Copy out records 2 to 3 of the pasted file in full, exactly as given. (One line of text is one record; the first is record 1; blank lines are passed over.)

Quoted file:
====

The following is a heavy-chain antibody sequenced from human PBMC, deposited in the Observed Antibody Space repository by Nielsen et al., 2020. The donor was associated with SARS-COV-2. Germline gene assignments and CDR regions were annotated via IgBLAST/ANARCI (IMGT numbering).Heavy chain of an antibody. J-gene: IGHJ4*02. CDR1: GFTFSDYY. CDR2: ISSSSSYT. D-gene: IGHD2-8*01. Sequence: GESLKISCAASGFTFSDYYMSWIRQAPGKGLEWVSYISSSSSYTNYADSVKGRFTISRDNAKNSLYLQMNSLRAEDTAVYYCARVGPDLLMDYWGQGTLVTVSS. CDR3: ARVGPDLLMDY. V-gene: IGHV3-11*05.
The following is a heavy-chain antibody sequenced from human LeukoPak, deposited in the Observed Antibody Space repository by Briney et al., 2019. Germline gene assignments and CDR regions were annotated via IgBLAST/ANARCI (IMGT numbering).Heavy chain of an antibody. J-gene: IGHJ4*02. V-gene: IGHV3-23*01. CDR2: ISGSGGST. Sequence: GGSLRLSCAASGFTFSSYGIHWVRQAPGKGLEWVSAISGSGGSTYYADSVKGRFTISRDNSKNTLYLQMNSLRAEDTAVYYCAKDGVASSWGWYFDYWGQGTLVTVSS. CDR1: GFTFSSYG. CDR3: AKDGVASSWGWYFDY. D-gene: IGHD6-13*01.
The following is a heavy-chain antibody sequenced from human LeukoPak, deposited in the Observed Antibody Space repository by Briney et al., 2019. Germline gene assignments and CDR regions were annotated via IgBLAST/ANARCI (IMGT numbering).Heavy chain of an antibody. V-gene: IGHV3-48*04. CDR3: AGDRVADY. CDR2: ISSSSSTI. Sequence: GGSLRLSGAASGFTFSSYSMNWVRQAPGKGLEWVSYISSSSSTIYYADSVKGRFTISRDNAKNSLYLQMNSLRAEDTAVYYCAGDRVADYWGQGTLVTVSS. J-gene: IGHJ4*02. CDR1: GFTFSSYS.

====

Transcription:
The following is a heavy-chain antibody sequenced from human LeukoPak, deposited in the Observed Antibody Space repository by Briney et al., 2019. Germline gene assignments and CDR regions were annotated via IgBLAST/ANARCI (IMGT numbering).Heavy chain of an antibody. J-gene: IGHJ4*02. V-gene: IGHV3-23*01. CDR2: ISGSGGST. Sequence: GGSLRLSCAASGFTFSSYGIHWVRQAPGKGLEWVSAISGSGGSTYYADSVKGRFTISRDNSKNTLYLQMNSLRAEDTAVYYCAKDGVASSWGWYFDYWGQGTLVTVSS. CDR1: GFTFSSYG. CDR3: AKDGVASSWGWYFDY. D-gene: IGHD6-13*01.
The following is a heavy-chain antibody sequenced from human LeukoPak, deposited in the Observed Antibody Space repository by Briney et al., 2019. Germline gene assignments and CDR regions were annotated via IgBLAST/ANARCI (IMGT numbering).Heavy chain of an antibody. V-gene: IGHV3-48*04. CDR3: AGDRVADY. CDR2: ISSSSSTI. Sequence: GGSLRLSGAASGFTFSSYSMNWVRQAPGKGLEWVSYISSSSSTIYYADSVKGRFTISRDNAKNSLYLQMNSLRAEDTAVYYCAGDRVADYWGQGTLVTVSS. J-gene: IGHJ4*02. CDR1: GFTFSSYS.